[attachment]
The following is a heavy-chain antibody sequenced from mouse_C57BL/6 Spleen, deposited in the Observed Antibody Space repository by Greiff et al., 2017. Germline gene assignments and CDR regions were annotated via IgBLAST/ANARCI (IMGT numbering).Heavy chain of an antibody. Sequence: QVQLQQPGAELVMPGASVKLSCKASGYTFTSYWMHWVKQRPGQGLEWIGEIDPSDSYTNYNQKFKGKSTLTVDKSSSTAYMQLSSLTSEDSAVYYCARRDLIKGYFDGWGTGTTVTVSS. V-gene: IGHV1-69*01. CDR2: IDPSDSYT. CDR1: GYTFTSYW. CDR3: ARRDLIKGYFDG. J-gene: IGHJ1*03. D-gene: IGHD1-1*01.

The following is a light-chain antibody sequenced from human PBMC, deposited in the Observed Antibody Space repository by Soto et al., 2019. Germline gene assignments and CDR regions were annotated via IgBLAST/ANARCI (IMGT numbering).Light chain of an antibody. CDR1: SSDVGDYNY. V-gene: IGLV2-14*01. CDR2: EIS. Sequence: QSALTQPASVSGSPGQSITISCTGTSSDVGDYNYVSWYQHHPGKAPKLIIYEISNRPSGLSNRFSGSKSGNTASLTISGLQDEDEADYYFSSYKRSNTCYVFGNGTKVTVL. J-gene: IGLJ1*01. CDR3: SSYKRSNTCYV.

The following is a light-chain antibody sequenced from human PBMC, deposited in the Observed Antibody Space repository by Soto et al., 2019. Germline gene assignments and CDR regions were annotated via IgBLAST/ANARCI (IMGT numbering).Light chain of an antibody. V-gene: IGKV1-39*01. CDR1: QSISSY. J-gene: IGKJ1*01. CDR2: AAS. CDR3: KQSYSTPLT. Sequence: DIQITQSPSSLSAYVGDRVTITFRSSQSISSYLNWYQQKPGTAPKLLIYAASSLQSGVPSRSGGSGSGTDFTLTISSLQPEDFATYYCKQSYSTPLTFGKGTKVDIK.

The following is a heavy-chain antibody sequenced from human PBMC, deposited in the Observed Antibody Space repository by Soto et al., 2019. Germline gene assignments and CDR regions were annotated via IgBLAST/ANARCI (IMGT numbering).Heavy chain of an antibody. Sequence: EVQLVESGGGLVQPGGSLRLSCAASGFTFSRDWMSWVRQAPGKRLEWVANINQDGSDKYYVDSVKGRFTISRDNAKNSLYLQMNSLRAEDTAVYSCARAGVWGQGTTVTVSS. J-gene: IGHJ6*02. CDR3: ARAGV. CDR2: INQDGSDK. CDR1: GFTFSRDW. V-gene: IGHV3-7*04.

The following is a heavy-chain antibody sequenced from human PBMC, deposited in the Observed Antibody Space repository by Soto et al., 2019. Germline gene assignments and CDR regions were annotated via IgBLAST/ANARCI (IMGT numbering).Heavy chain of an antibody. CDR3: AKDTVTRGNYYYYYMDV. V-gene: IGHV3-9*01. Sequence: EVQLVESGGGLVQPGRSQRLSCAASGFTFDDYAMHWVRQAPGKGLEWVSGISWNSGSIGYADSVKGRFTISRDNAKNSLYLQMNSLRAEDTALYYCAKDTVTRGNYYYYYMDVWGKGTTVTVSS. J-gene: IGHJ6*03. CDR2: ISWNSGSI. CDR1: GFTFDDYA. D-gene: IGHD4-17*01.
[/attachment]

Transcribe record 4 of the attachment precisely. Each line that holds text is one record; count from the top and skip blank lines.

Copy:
The following is a heavy-chain antibody sequenced from human PBMC, deposited in the Observed Antibody Space repository by Soto et al., 2019. Germline gene assignments and CDR regions were annotated via IgBLAST/ANARCI (IMGT numbering).Heavy chain of an antibody. Sequence: EVQLVESGGGLVQPGGSLRLSCAASGFTFSRDWMSWVRQAPGKRLEWVANINQDGSDKYYVDSVKGRFTISRDNAKNSLYLQMNSLRAEDTAVYSCARAGVWGQGTTVTVSS. J-gene: IGHJ6*02. CDR3: ARAGV. CDR2: INQDGSDK. CDR1: GFTFSRDW. V-gene: IGHV3-7*04.